‘Gemma Bovary’ by Posy Simmonds (1999)

25Apr05

Posy Simmonds’ blend of prose and graphic storytelling intrigues me. Her combination of the two forms facillitated multiple storytelling voices—Joubert, Gemma (through her diary), objects (newspaper articles, letters), and an omniscient narrator—which I found similar to Art Spiegelman’s Maus. While there are not quite as many layers of narrative in this text as there are in Maus, Simmonds and Spiegelman both seem to be attempting what many graphic artists do not: they are not merely trying to tell a story with pictures and words, but to tell a story in a way that words alone could not accomplish. Indeed, in other ways Simmonds really pushes the graphic form to echo the subtleties of which language is capable. For example, toward the beginning of the novel when Gemma has very little voice in her own life and indeed the story, Simmonds pushes Gemma into the background, or draws her with Gemma’s back to the reader (or hides her face in some other manner), or draws her only sketchily, without full detail. Take even the cover image for a good example of Simmonds’ skill.

Well, I’ll back up a bit. The title reveals Simmonds’ source material as Gustave Flaubert’s Madame Bovary and implies that her work will follow a similar format of the novels of that time—character studies that the author intends for the reader to consider autobiographical or at least biographical. And back to the cover image, which is of Gemma but rather than her image filling the entire space her upper body is framed. The frame and the scroll that bear the title of the text are reminiscient of the era in which Madame Bovary was written, which suggest that Gemma’s life is recounted through the frame of Emma Bovary’s life. Or just a frame in general. Her eyes are averted, not looking at the reader, giving her a sense of mystery—Gemma, while the subject of the text, will not be addressing the reader directly. She is also depicted in a very sexually provocative way: red lips, heavy eye shadow, her lingerie visible. But she is also wearing a coat. Is she trying to hide her sexuality or reveal it? Or maybe a little of both?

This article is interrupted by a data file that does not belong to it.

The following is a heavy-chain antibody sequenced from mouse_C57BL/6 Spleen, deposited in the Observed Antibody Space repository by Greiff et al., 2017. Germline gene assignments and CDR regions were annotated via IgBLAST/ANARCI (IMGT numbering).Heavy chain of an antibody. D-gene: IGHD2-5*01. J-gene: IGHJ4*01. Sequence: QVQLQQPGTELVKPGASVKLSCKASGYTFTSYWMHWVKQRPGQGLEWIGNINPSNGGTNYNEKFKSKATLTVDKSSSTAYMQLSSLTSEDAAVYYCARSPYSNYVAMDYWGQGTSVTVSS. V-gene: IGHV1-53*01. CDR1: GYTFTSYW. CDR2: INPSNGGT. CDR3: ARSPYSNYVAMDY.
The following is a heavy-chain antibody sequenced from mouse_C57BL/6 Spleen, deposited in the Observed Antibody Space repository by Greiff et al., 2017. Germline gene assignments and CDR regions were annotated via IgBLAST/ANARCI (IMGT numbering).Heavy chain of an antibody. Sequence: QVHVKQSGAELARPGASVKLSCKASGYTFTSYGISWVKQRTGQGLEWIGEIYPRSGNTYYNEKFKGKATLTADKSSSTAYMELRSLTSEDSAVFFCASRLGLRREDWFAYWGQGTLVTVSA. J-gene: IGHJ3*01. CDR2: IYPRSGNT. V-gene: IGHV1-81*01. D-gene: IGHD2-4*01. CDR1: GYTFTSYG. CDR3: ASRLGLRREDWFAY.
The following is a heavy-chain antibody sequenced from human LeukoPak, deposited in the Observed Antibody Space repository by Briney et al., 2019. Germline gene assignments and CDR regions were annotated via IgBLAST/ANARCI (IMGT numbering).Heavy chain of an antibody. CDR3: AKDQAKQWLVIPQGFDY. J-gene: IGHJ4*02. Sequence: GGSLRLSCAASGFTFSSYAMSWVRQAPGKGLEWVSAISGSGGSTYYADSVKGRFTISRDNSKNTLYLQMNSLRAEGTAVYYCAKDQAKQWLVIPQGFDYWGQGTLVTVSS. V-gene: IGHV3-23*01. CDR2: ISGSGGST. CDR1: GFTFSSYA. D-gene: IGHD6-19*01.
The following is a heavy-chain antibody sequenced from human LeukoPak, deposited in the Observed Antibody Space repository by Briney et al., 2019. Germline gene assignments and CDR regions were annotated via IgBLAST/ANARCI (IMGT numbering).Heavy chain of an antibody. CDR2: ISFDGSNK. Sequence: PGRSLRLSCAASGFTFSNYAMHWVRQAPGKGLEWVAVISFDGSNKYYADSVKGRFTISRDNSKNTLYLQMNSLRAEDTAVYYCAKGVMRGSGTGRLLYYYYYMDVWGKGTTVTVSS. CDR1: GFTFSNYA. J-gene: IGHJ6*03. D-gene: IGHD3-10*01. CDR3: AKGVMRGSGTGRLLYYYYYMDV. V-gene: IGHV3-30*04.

Simmonds’ drawing style seems appropriate for the story she is telling—her illustrations have realism and yet fancy as well. While the reader is aware from the first sentence that Gemma will come to an unfortunate end, Simmonds never allows her tone to become too bleak for long. Joubert and many of the ancillary characters provide comic relief to Gemma’s rather unfortunate tale. And with Joubert narrating, the story is like a fairy tale in a way—his somewhat romanticized view of Gemma’s life.

It seems both utterly appropriate and completely irksome that Gemma’s tale is conveyed by a man. Irksome because her voice has been muffled concerning her sexuality. Appropriate because her voice has been muffled concerning her sexuality. It somehow seems fitting that a woman’s adultery be articulated by a man, as is the case with Madame Bovary. With Simmonds offering her version of Boverian events, I would expect her to make the woman’s voice more rather than less prominent.

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